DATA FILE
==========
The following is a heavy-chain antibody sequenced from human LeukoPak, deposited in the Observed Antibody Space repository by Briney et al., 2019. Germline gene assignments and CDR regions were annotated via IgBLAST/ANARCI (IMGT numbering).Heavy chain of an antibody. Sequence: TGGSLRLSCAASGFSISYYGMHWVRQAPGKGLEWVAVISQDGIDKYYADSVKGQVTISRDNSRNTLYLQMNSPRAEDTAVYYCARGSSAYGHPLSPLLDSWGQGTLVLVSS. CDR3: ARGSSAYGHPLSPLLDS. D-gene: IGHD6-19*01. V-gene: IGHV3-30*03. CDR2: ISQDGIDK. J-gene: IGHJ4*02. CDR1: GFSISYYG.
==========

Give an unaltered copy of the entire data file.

The following is a heavy-chain antibody sequenced from human LeukoPak, deposited in the Observed Antibody Space repository by Briney et al., 2019. Germline gene assignments and CDR regions were annotated via IgBLAST/ANARCI (IMGT numbering).Heavy chain of an antibody. Sequence: TGGSLRLSCAASGFSISYYGMHWVRQAPGKGLEWVAVISQDGIDKYYADSVKGQVTISRDNSRNTLYLQMNSPRAEDTAVYYCARGSSAYGHPLSPLLDSWGQGTLVLVSS. CDR3: ARGSSAYGHPLSPLLDS. D-gene: IGHD6-19*01. V-gene: IGHV3-30*03. CDR2: ISQDGIDK. J-gene: IGHJ4*02. CDR1: GFSISYYG.